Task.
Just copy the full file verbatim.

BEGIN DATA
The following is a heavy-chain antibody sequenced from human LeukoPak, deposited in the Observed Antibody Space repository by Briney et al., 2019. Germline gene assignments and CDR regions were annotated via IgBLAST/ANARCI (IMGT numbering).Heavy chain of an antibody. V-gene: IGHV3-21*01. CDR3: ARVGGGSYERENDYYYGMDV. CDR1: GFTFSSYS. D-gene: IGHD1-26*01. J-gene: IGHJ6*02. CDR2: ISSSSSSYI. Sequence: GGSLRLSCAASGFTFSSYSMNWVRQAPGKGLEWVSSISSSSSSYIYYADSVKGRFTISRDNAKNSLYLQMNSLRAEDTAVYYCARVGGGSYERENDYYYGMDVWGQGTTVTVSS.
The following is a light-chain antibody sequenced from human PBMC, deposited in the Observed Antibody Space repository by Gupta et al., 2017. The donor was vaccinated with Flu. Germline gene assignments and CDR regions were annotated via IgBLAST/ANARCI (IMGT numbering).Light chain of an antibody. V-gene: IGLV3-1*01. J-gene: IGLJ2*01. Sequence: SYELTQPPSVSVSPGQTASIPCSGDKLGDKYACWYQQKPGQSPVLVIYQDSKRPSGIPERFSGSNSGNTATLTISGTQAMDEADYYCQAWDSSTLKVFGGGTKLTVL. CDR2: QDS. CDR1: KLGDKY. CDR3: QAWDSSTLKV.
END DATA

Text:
The following is a heavy-chain antibody sequenced from human LeukoPak, deposited in the Observed Antibody Space repository by Briney et al., 2019. Germline gene assignments and CDR regions were annotated via IgBLAST/ANARCI (IMGT numbering).Heavy chain of an antibody. V-gene: IGHV3-21*01. CDR3: ARVGGGSYERENDYYYGMDV. CDR1: GFTFSSYS. D-gene: IGHD1-26*01. J-gene: IGHJ6*02. CDR2: ISSSSSSYI. Sequence: GGSLRLSCAASGFTFSSYSMNWVRQAPGKGLEWVSSISSSSSSYIYYADSVKGRFTISRDNAKNSLYLQMNSLRAEDTAVYYCARVGGGSYERENDYYYGMDVWGQGTTVTVSS.
The following is a light-chain antibody sequenced from human PBMC, deposited in the Observed Antibody Space repository by Gupta et al., 2017. The donor was vaccinated with Flu. Germline gene assignments and CDR regions were annotated via IgBLAST/ANARCI (IMGT numbering).Light chain of an antibody. V-gene: IGLV3-1*01. J-gene: IGLJ2*01. Sequence: SYELTQPPSVSVSPGQTASIPCSGDKLGDKYACWYQQKPGQSPVLVIYQDSKRPSGIPERFSGSNSGNTATLTISGTQAMDEADYYCQAWDSSTLKVFGGGTKLTVL. CDR2: QDS. CDR1: KLGDKY. CDR3: QAWDSSTLKV.